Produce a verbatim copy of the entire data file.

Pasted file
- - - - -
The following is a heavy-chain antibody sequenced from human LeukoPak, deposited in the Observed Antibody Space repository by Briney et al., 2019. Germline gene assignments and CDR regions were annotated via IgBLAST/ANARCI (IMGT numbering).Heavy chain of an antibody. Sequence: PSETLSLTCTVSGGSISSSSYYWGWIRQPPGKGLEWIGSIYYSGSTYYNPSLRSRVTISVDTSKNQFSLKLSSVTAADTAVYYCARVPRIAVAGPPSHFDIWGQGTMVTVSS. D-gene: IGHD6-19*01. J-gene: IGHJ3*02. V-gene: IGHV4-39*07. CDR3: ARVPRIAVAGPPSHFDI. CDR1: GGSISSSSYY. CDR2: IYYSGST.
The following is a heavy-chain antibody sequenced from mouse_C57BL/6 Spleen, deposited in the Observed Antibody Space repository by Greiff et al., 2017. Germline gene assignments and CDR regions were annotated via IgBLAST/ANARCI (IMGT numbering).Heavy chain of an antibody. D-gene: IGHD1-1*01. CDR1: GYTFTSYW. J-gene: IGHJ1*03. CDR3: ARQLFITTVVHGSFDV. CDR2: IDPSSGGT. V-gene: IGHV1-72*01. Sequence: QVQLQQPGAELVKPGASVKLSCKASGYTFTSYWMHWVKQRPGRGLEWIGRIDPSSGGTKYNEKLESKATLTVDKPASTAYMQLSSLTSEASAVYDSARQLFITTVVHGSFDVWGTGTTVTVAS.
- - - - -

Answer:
The following is a heavy-chain antibody sequenced from human LeukoPak, deposited in the Observed Antibody Space repository by Briney et al., 2019. Germline gene assignments and CDR regions were annotated via IgBLAST/ANARCI (IMGT numbering).Heavy chain of an antibody. Sequence: PSETLSLTCTVSGGSISSSSYYWGWIRQPPGKGLEWIGSIYYSGSTYYNPSLRSRVTISVDTSKNQFSLKLSSVTAADTAVYYCARVPRIAVAGPPSHFDIWGQGTMVTVSS. D-gene: IGHD6-19*01. J-gene: IGHJ3*02. V-gene: IGHV4-39*07. CDR3: ARVPRIAVAGPPSHFDI. CDR1: GGSISSSSYY. CDR2: IYYSGST.
The following is a heavy-chain antibody sequenced from mouse_C57BL/6 Spleen, deposited in the Observed Antibody Space repository by Greiff et al., 2017. Germline gene assignments and CDR regions were annotated via IgBLAST/ANARCI (IMGT numbering).Heavy chain of an antibody. D-gene: IGHD1-1*01. CDR1: GYTFTSYW. J-gene: IGHJ1*03. CDR3: ARQLFITTVVHGSFDV. CDR2: IDPSSGGT. V-gene: IGHV1-72*01. Sequence: QVQLQQPGAELVKPGASVKLSCKASGYTFTSYWMHWVKQRPGRGLEWIGRIDPSSGGTKYNEKLESKATLTVDKPASTAYMQLSSLTSEASAVYDSARQLFITTVVHGSFDVWGTGTTVTVAS.